July 2012 Article

This Month's Article - July 2012
The Alberene Railroad
In December 1895, the Virginia general assembly passed an act to incorporate the Alberene Railroad.  Finally, a plan was coalescing to build a railroad to easily move supplies and materials into Alberene.  Significantly, the ability to move raw soapstone blocks and finished goods from the Albemarle Soapstone Company to their markets would dramatically improve.  There had been serious plans to connect a railroad line between the company and the Virginia Midland Railroad (before being joined as part of the Southern Railway) junction at North Garden, Virginia, but the issue of how to cross the Fan Mountains that lay between the mill and the junction had stymied the plans progression.  The ACT to incorporate Alberene railroad company provided that the new company “…build, construct, equip, and operate a railroad, either standard or narrow gauge, from Alberene post-office, in the county of Albemarle, to any point on the Southern railway company in the said county of Albemarle where the said Alberene railroad company may be able to make, by agreement, most suitable connections with the said Southern railway company…  which followed the basic understanding that the Albemarle Soapstone Company had for years worked to effect – a connection with the Southern Railway at North Garden where they had always transported goods to the outside world.  Logically, the ACT to incorporate provided the continuity of continued use of the Southern Railway.  But the ACT also included a provision to allow the railroad to connect “…from the Alberene post-office to any point on the southern boundary of Albemarle County…”  which recognized the sale of the Kanawha Canal properties along the James River to the Richmond & Alleghany Railroad.  Now, a new route to transport soapstone emerged with no mountains to scale.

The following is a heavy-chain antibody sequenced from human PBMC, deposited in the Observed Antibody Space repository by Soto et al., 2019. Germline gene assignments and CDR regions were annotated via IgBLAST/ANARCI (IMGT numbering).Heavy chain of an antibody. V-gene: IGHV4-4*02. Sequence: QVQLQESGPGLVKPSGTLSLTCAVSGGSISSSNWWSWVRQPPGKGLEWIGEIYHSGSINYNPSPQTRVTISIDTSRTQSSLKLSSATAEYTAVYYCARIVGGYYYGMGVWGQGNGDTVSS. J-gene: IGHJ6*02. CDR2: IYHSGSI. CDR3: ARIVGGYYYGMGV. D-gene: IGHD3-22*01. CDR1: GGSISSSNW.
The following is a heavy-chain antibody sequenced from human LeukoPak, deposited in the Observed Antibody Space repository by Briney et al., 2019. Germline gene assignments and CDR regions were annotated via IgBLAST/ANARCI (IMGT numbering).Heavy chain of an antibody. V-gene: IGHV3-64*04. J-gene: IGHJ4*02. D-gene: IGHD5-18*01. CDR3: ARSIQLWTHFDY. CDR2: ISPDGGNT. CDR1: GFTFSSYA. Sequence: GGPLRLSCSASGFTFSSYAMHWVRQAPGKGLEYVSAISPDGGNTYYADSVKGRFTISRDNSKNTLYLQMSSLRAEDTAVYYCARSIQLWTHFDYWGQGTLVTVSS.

A Textbook on Civil Engineering by the International Correspondence Schools of Scranton, Pennsylvania provided instruction on selecting a ‘choice of lines’ and specifically explained the ‘advantage of valley lines’ in its text from the 1897, 1898, 1899 copyrighted edition.  “Wherever possible, stick to the valleys.  Bottom lands, though low-lying, are generally above flood line, or, if below it, are only covered by back-water” were messages to the civil engineer in preparing a plan and executing on the survey and mapping of a new railroad.  Henry Lane was contracted to build the line.  The easy grade from Warren connecting with the C&O was mapped to follow along Ballinger Creek wherever possible creating new stops at Boiling Spring and Dawson’s Mill as it wound it's way to Esmont where land had been purchased from the surrounding plantation to form the village.  Esmont's existence had begun many years before, but It would only receive a post office in the mid-1890’s and become a focal point for the Alberene Railroad as it, like most railroads of the day, worked to add traffic to the line and increase business.